Proposals for a New Approach to Transport in Scotland.
UNISON Scotland's response to the Scottish
Executive's Consultation on a new agency for Transport in Scotland.
UNISON fully supports the function of Scotland's
four Regional Transport Partnership groups, HITRANS, NESTRANS,
SESTRAN and WESTRANS in their way of working with Scotland's
local Authorities and the excellent service supplied by the
Strathclyde Passenger Transport Authority.
UNISON is Scotland's largest trade union representing
over 145,000 members working in the public sector. We are the
largest trade union in local government, with over 98,000 members
working in this sector in Scotland. UNISON welcomes the opportunity
to comment on this consultation, particularly as UNISON has members
engaged in the administration and delivery of transport services
who will be directly affected by the Scottish Executive's proposals
for a new transport agency in Scotland.
UNISON Scotland is opposed to the creation of Transport
Scotland and this response examines the consultation paper's proposals
for the creation of such an agency to look at the needs of Transport
across Scotland in the twenty first century.
Brief Overview of Proposals
The consultation document sets out proposals, which
could change the way Scotland's transport system is managed and
improved. In recognition of the need for very large public transport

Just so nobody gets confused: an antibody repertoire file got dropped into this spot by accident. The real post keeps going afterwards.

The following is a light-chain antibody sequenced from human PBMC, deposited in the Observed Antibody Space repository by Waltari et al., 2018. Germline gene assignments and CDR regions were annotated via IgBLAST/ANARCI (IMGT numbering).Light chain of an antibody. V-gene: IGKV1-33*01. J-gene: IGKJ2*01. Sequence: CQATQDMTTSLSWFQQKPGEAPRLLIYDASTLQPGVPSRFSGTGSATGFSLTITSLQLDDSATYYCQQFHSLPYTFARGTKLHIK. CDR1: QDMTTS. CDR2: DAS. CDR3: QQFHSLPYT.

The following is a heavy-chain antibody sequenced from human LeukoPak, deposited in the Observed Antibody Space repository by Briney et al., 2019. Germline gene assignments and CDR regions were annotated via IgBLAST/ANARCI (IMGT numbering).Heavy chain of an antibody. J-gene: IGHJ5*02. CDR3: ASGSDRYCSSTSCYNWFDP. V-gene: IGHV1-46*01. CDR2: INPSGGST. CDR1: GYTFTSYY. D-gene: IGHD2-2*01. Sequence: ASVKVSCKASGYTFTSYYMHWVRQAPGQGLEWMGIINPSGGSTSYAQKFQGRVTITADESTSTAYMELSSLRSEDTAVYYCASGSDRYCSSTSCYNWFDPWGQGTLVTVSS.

infrastructure projects, such as airport rail links, and the need
for greater integration between modes, it is suggested that a
new approach is needed.
The document praises and recognises the very good
work done by Local Authorities, Regional Transport Partnerships
and the SPTA. However, it suggests that these bodies are going
to be very hard pressed to deliver what Scotland now needs. A
new National Transport Agency, "Transport Scotland",
is proposed. This agency is intended to provide a national centre
of excellence designed to deliver major projects quickly and to
be charged with the delivery of effective integrated transport
The consultation document suggests that in addition
to the new Transport Agency, the current voluntary Regional Partnerships
should be given greater powers and associated funding, probably
taking the form of Joint Boards. Local Authorities should also
continue to deliver sustainable alternatives to short trips, such
as walking and cycling, and should have a strong partner to work
with, in the new Agency. It is also suggested that more could
be done locally to improve services if Councils could increasingly
share expertise and resources.
Consideration is given to the possibility of Regional
Transport Joint Boards exercising all transport powers across
their respective areas, but ensuring local accountability is maintained
through Councils' membership of the joint board. However, it is
acknowledged that this might not be appropriate in certain areas
of Scotland, and therefore consideration would have to be given
to the precise balance of powers between Councils and their Regional
Transport Joint Boards, in each region.
Response by UNISON Scotland
UNISON Scotland is opposed to the proposal set out
in this document for the creation of "Transport Scotland".
The proposals for this body fail to examine the
area of management, flexibility and accountability for the day
to day running of Transport Scotland. They also fail to make the
case for removing a service from local democratic control and
handing it over to a centralised agency.
Management of Transport Scotland
The consultation document lacks detail on how this
body will deal with the day to day administration of the concessionary
fares schemes that are currently being administrated by Scotland's